Differences in baseline characteristics of individuals with and without HRR on the exercise test were evaluated using independent sample t test or rank-sum test for continuous variables and chi-square test for categorical variables. Continuous variables were described by mean and standard deviation or median and quartiles, as appropriate. Categorical variables were presented as absolute numbers and proportions. The association between HRR and non-alcoholic HS was tested in a multivariate analysis initially adjusted for age and gender with logistic regression models. Covariates included age, gender, smoking status, BMI, waist circumference, physical activity, metabolic syndrome and the presence of prehypertension. Subsequently, all the relevant variables, including HS, were grouped and tested in a multinomial multiple regression model. Tests were conducted considering a significance of 5%. All analysis were performed with SPSS version 20.0.


The final sample consisted of 13 410 subjects with a mean age of 42.4 ± 8.9 years, and 3561 (26.6%) female. Table 1 shows the demographic, clinical and laboratory characteristic of the study population, which consisted of mostly young adults with a low burden of cardiovascular risk factors and a consequent low cardiovascular risk profile, as estimated by the Framingham Risk Score. Among them, only 1040 (7.8%) were current smokers and only 234 (1.7%) were diabetics. Prehypertension was highly prevalent (56.9%), reaching 76% among those with HS. The overall prevalence of metabolic syndrome and of HS were, respectively, 17.2% (n = 3211) and 29.5% (n = 3956).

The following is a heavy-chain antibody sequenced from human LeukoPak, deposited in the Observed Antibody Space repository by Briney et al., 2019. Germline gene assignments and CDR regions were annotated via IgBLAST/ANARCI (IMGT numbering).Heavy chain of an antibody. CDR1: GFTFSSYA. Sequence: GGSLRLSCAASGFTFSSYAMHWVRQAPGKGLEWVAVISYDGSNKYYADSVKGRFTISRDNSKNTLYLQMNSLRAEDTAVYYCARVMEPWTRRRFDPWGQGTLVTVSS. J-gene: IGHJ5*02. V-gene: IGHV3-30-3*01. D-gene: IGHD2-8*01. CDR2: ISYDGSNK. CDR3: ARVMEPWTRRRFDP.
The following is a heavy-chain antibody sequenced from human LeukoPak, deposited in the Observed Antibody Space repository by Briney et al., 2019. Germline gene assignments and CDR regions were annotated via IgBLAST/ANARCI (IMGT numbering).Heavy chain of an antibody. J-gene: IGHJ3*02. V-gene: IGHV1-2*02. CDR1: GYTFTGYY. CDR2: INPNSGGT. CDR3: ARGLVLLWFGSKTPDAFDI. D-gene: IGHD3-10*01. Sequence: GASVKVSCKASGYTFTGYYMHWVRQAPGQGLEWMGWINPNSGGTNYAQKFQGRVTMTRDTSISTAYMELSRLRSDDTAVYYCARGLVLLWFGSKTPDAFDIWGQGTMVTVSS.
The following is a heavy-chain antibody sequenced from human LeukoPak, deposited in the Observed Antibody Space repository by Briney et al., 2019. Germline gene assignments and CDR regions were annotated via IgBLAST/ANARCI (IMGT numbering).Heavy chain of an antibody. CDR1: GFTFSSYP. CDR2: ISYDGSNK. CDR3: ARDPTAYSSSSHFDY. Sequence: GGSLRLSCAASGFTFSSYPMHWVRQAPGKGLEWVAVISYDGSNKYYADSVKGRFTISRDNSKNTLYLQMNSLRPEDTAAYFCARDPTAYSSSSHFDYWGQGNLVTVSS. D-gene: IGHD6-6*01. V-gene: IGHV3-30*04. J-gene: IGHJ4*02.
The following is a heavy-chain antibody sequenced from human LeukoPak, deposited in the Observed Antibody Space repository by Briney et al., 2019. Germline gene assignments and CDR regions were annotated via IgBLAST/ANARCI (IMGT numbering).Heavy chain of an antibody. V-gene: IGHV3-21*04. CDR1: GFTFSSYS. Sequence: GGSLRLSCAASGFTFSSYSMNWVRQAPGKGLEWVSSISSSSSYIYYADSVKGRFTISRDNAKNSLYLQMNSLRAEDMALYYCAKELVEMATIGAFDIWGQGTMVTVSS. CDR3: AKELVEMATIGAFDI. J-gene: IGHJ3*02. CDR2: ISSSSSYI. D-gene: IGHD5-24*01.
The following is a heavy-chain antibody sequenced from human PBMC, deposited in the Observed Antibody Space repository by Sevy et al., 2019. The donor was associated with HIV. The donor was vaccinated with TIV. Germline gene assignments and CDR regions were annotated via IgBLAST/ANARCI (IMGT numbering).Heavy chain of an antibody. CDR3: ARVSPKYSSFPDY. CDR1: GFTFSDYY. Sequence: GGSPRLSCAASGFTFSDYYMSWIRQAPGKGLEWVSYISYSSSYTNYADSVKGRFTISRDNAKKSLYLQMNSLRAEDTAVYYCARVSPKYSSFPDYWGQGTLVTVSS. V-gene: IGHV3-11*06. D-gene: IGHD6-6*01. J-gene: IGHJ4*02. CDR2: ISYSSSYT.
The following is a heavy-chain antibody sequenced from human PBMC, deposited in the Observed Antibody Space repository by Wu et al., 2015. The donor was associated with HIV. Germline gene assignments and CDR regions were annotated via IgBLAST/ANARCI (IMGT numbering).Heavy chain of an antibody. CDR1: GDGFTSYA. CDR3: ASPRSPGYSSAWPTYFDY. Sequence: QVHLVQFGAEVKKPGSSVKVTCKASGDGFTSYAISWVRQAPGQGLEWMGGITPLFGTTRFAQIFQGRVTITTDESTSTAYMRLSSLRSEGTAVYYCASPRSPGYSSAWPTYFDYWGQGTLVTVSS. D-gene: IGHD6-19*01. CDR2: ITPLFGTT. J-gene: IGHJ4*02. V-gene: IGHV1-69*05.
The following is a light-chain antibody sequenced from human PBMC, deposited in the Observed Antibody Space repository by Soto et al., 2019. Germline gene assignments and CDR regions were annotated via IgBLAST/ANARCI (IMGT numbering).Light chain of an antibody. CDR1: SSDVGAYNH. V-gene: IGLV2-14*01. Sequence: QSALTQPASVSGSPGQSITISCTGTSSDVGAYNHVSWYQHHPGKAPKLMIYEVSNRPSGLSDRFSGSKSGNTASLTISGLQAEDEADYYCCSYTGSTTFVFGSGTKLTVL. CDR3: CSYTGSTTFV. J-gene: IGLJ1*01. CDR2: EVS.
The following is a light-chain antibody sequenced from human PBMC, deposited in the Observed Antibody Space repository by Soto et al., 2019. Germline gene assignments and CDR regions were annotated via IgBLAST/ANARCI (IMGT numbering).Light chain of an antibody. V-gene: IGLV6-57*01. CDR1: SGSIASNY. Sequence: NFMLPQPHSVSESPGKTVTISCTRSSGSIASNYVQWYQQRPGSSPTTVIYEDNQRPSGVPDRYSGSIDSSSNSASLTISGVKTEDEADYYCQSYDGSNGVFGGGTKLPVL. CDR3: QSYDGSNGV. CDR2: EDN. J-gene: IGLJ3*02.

Table 1.
Clinical and laboratory characteristics of participants presenting or not hepatic steatosis

As expected, those with HS were older; more frequently male; and presented higher BMI, WC and resting blood pressure values. Individuals with HS showed higher prevalence of prehypertension, diabetes, smoking and metabolic syndrome. In addition, HS subjects presented higher values of total cholesterol, triglycerides, fasting glucose and hsCRP, while lower values of HDL-cholesterol levels. As a consequence, the prevalence of subjects with an estimated 10-year risk of coronary events >10% was higher in the HS group.

Overall, 4.6% (n = 619) of the study population presented HRR on the exercise test. HRR was associated with age, gender and all clinical and laboratory risk factors for cardiovascular disease, except current smoking (P = 0.67) (Table 2).

Table 2.
Clinical and laboratory characteristics of the study subjects according to blood pressure response on the exercise test

Subjects with HS had a higher prevalence of HRR than those without it (8.1 vs. 3.1%, odds ratio OR 2.77, 95% confidence interval CI 2.36 to 3.26, P < 0.001) on the univariable analysis. Other variables associated with HRR were BMI> 25 kg/m2 (OR 3.08, 95% CI 2.54–3.75, P < 0.001); fasting glucose > 5.55 mmol/l (OR 2.29, CI 95% 1.82–2.89, P < 0.001); elevated waist circumference (OR 2.78, 95% CI 2.33 to 3.32, P = 0.001); and low HDL-cholesterol levels (OR 1.28, 95% CI 1.08–1.52, P = 0.005)].